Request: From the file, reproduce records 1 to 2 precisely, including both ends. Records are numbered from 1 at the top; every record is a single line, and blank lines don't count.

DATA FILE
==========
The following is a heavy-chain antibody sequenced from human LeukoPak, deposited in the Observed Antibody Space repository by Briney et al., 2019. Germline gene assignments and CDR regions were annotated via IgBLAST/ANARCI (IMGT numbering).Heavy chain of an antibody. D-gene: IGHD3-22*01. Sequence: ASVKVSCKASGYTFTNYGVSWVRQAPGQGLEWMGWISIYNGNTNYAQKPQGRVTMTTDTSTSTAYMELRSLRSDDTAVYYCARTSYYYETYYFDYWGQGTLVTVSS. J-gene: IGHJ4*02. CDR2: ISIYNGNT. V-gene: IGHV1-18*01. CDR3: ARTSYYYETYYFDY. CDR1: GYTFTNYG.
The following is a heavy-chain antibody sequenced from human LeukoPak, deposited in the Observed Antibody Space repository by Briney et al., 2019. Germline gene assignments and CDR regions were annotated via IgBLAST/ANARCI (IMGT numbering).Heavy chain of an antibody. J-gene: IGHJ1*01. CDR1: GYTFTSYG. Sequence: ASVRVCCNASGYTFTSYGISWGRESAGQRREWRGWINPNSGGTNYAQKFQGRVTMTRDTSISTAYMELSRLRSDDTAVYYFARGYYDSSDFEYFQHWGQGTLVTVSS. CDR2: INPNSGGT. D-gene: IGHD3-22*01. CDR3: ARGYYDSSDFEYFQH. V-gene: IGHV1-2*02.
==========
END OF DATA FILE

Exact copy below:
The following is a heavy-chain antibody sequenced from human LeukoPak, deposited in the Observed Antibody Space repository by Briney et al., 2019. Germline gene assignments and CDR regions were annotated via IgBLAST/ANARCI (IMGT numbering).Heavy chain of an antibody. D-gene: IGHD3-22*01. Sequence: ASVKVSCKASGYTFTNYGVSWVRQAPGQGLEWMGWISIYNGNTNYAQKPQGRVTMTTDTSTSTAYMELRSLRSDDTAVYYCARTSYYYETYYFDYWGQGTLVTVSS. J-gene: IGHJ4*02. CDR2: ISIYNGNT. V-gene: IGHV1-18*01. CDR3: ARTSYYYETYYFDY. CDR1: GYTFTNYG.
The following is a heavy-chain antibody sequenced from human LeukoPak, deposited in the Observed Antibody Space repository by Briney et al., 2019. Germline gene assignments and CDR regions were annotated via IgBLAST/ANARCI (IMGT numbering).Heavy chain of an antibody. J-gene: IGHJ1*01. CDR1: GYTFTSYG. Sequence: ASVRVCCNASGYTFTSYGISWGRESAGQRREWRGWINPNSGGTNYAQKFQGRVTMTRDTSISTAYMELSRLRSDDTAVYYFARGYYDSSDFEYFQHWGQGTLVTVSS. CDR2: INPNSGGT. D-gene: IGHD3-22*01. CDR3: ARGYYDSSDFEYFQH. V-gene: IGHV1-2*02.